The Fed hikes, mortgage rates head-fake

Before this third short-term rate hike in just six months, fixed-rate mortgages were barely off 2017 lows. The experts have been predicting a gradual rise in home loan interest rates for months, but rates have head-faked their way lower since the Fed’s last rate increase in March.

Why is that happening?

“Even though the U.S. economy is really looking pretty strong right now, particularly in the job market, the rest of the world is lagging behind,” says Mike Fratantoni, chief economist for the Mortgage Bankers Association. “So central banks elsewhere are still aggressively stimulating their economies and keeping their rates low, and that’s acting as a bit of an anchor on longer-term rates.”

MORE:  Calculate your monthly mortgage payment

With this foreign demand for safe assets, the MBA expects U.S. mortgage rates “are going to be held back by the lower rates abroad over the next couple of years.”

Where mortgage rates will end 2017

The three economists we interviewed say they expect the Fed to raise rates by another quarter-point before the end of the year. That will make for a full percentage point increase within one year.

“This move by the Fed to increase short-term rates was expected, and we expect to see another increase from them before the end of the year,” says Sean Becketti, chief economist for Freddie Mac. He notes that 30-year fixed mortgage rates are still close to a seven-month low, “which is very good news for those potential homebuyers in the market and even those who may be looking to refinance.”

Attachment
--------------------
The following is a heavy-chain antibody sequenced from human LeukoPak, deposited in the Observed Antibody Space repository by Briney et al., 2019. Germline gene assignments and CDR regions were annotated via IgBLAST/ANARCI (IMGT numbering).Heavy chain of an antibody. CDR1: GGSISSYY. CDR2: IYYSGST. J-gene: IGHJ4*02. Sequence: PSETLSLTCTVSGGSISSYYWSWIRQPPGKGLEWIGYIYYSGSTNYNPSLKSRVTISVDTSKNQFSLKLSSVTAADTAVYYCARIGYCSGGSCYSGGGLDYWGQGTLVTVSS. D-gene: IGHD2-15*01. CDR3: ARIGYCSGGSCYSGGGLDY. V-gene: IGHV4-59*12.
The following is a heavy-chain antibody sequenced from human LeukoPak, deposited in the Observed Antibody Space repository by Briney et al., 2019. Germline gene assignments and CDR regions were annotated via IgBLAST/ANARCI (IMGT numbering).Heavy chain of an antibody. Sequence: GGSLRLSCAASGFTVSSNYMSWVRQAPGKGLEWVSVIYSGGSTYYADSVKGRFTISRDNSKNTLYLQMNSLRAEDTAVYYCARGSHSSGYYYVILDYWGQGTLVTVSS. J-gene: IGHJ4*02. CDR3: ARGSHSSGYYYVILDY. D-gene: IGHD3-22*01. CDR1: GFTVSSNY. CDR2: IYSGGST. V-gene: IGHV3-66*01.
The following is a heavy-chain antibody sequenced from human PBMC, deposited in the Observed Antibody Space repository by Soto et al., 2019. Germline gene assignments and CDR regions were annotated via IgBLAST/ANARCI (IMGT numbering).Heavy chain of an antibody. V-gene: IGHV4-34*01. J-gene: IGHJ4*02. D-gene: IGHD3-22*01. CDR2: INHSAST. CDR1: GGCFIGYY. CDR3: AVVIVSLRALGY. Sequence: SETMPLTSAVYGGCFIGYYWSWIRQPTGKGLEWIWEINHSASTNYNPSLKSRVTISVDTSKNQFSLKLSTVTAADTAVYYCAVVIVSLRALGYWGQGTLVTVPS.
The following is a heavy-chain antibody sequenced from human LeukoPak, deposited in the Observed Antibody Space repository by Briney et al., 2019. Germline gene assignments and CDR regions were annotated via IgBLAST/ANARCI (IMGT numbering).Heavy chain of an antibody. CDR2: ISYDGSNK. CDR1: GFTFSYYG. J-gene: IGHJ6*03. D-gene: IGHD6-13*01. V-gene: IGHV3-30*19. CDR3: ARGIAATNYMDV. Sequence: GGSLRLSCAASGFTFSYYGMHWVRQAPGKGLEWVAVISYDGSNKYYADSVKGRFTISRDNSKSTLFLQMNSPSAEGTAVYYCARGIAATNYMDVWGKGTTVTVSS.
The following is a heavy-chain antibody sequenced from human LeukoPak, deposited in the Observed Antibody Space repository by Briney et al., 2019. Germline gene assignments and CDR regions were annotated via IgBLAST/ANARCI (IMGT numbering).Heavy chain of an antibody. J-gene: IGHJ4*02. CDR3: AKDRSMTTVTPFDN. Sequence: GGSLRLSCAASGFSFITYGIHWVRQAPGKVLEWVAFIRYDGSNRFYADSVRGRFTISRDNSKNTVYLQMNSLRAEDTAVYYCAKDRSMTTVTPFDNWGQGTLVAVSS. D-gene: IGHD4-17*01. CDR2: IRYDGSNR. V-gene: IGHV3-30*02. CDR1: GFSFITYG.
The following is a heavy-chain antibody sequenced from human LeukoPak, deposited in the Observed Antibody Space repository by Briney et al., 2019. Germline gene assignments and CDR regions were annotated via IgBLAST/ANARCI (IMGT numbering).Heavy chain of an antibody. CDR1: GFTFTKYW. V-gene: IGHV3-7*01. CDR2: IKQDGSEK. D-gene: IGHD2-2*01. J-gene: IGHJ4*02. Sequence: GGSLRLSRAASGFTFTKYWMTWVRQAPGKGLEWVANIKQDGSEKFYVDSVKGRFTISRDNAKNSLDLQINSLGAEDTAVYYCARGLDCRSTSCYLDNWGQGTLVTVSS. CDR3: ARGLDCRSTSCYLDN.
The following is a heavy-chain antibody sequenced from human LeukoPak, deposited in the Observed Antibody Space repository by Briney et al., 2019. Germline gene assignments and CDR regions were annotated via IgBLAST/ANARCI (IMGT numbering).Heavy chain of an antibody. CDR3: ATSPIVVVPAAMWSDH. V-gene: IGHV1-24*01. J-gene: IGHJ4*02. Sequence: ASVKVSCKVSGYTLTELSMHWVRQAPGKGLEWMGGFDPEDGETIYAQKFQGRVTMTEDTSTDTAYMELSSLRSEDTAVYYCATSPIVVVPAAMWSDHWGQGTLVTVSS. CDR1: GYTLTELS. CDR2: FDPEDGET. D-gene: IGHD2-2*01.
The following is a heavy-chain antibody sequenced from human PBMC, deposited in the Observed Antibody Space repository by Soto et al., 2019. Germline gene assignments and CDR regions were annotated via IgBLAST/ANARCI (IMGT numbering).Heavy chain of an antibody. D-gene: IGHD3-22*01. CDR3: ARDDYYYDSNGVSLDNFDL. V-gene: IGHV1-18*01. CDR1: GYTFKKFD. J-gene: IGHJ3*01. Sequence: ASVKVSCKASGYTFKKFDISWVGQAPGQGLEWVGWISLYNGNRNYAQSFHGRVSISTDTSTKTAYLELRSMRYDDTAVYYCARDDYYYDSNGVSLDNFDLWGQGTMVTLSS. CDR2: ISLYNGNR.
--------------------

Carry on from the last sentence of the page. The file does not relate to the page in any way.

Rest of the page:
However, Freddie Mac expects mortgage rates to “start rising slowly as the year progresses, yet still remaining right around 4%,” Becketti adds.

Frank Nothaft, chief economist at CoreLogic, says, “Fixed-rate mortgage rates are likely to gradually edge higher over the next six to 12 months. Rates are likely to rise to 4.25% to 4.50% by the end of 2017.”

Fratantoni also expects 30-year rates to be near 4.5% by the end of the year — and above 5% by the end of 2018.

“We think [the Fed will] hike once more in September and then probably three or four times in each of the next couple of years,” Fratantoni says.

The Fed is not only raising interest rates

The Fed is planning another action that could affect mortgage rates: selling off its portfolio of mortgage-backed securities.

During the financial crisis, the Fed lowered short-term rates to zero. In an effort to further stimulate the economy by lowering long-term interest rates, such as mortgage rates, it began buying mortgage-backed securities. Higher demand raises bond prices, resulting in lower yields.

The Fed now holds more than $1.7 trillion in mortgage-backed securities, about one-third of all those outstanding. Now the central bank is looking to get back to a “more normal operating environment,” Fratantoni says, with a smaller portfolio — and holdings only in U.S. Treasurys.